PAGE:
Another instance is I struggle to get engagement on my Facebook page. This person looked at my page and messaged me their 'feedback.' They told me my graphics did not tell them about my niche yet provided no examples like linking me someone else's page and something like ' I can tell this person is an influencer because their graphics have this that. Their bio says this, their posts say that etc.'
I would have understood if they had linked me someone else's page as a guild so I can fix mine.

Don't use one-liners with no context/visuals/guilds the person can refer to


I needed help keeping people engaged in my videos. One guy said 'add b-roll' and provided no context as to what that is and how to use it. If they said 'add b-roll, this is where you do XYZ' and they linked a video or blog to guild me, that would have been helpful because I was able to see it. Think of it when you watch the weather when the weatherman/women are explaining the weather conditions, there is a graphic behind them where you can see what they're predicting. Think of it like that when you give feedback to us. We have to be able to see it in order to understand.

Get a better understanding of their learning style. Accept their learning difference. If your method is too hard for them, accept that. 

Don't expect the person to implement your feedback right away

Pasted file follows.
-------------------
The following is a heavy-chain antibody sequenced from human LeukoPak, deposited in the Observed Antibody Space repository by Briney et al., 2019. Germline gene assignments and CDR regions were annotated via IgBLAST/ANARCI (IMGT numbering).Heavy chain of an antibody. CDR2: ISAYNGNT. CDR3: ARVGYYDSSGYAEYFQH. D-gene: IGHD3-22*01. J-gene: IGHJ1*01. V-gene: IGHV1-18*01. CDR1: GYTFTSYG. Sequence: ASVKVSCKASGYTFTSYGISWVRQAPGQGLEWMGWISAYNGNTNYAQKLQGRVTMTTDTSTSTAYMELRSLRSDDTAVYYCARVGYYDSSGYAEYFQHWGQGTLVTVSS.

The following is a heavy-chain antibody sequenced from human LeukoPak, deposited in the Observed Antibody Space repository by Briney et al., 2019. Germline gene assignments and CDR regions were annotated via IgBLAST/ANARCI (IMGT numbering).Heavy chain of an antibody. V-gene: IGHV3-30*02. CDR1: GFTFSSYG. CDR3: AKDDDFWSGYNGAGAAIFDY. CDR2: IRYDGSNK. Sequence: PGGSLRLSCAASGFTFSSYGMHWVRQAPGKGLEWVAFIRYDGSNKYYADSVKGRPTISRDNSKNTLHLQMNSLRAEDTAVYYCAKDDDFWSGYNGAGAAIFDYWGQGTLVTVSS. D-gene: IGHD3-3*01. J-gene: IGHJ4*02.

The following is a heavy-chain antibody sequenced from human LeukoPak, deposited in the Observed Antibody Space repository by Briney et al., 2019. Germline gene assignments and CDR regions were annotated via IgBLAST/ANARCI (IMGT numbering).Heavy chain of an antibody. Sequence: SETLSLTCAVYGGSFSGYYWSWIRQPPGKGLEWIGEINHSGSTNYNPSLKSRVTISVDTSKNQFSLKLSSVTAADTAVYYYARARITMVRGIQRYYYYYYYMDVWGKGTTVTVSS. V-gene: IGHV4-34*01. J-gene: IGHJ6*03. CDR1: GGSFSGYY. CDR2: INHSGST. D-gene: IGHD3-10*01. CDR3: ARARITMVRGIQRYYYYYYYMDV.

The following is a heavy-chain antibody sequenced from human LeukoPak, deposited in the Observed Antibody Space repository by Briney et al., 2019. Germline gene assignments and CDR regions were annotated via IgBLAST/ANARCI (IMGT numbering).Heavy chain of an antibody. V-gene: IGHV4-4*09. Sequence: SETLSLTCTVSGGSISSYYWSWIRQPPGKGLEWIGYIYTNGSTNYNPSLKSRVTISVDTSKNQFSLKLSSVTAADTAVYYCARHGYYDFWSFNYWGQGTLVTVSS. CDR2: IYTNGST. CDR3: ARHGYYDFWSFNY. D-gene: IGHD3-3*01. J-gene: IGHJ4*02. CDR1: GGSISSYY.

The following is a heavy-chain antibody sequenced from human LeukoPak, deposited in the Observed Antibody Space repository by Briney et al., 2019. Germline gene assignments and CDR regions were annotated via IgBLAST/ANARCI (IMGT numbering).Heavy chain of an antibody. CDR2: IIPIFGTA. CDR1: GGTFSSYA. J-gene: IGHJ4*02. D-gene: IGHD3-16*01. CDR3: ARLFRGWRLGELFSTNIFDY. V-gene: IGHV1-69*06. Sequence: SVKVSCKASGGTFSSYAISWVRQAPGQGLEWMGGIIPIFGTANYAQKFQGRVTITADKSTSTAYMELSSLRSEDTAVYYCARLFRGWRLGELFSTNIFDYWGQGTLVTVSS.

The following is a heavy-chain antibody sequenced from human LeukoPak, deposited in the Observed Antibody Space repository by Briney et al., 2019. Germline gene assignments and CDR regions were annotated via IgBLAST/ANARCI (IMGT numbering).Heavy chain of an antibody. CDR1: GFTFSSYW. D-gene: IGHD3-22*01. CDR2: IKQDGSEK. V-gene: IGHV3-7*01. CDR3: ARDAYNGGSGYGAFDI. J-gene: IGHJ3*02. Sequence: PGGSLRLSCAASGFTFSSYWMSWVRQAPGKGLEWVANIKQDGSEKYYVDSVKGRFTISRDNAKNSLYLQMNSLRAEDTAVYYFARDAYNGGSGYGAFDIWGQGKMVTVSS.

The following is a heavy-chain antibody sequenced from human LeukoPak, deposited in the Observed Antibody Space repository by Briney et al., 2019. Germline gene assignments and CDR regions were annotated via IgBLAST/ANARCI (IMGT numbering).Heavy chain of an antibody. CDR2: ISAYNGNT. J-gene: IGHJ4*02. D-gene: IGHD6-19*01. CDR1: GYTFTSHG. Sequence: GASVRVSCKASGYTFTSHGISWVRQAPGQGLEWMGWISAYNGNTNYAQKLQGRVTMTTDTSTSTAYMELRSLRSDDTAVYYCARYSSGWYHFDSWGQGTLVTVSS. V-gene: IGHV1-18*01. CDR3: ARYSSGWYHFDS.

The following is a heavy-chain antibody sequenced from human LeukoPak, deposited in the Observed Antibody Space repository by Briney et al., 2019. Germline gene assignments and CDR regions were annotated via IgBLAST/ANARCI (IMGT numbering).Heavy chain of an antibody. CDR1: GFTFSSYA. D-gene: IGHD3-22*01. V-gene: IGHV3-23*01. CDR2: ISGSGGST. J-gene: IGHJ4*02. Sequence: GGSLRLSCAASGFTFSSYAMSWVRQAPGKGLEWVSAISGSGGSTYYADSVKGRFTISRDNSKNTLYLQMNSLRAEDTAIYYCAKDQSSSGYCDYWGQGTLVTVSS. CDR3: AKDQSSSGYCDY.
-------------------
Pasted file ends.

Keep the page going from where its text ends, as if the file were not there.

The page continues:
Depending on what you want the person to fix, don't expect them to immediately implement your feedback in the next video. It's going to take us time to understand and learn what you're suggesting. Make sure you keep your feedback within the way they know how to do X, just with a method that is easier. 

I feel this is an extremely important article not just for me but anyone on the autism spectrum. I can't speak for everyone though. 

We learn differently. We do things differently. Which is why it's important you understand that maybe the person does whatever a certain because that's the best/only way they can do it or because it's better for them. Respect our differences. 

To recap
  • Make sure you provide a visual for the person to refer to ( a video or a blog covering your feedback) 
  • Get a taste of their editing style
  • Make sure to keep your feedback within their skill level with a better way something can be done
  • Avoid coming off harsh, they may not understand why you're being harsh.
  • Don't use one-liners ( eg the picture is dark)
  • when in doubt, provide a solution to the problem
  • Give them time to use your feedback, don't expect them to have your feedback right away. 
  • Sometimes autistic people use their way because it's easier for them to learn.
  • Avoid words that they may see as hurtful or rude, like the word 'annoying.' 
  • If they have to get an understanding of what you want them to do, DO NOT assume they are being mean. They just need more details from you to better understand your feedback.
  • Keep your feedback helpful ( eg, may I suggest doing X it's the same as what you're doing but it will save you time) vs this video is boring, leaving.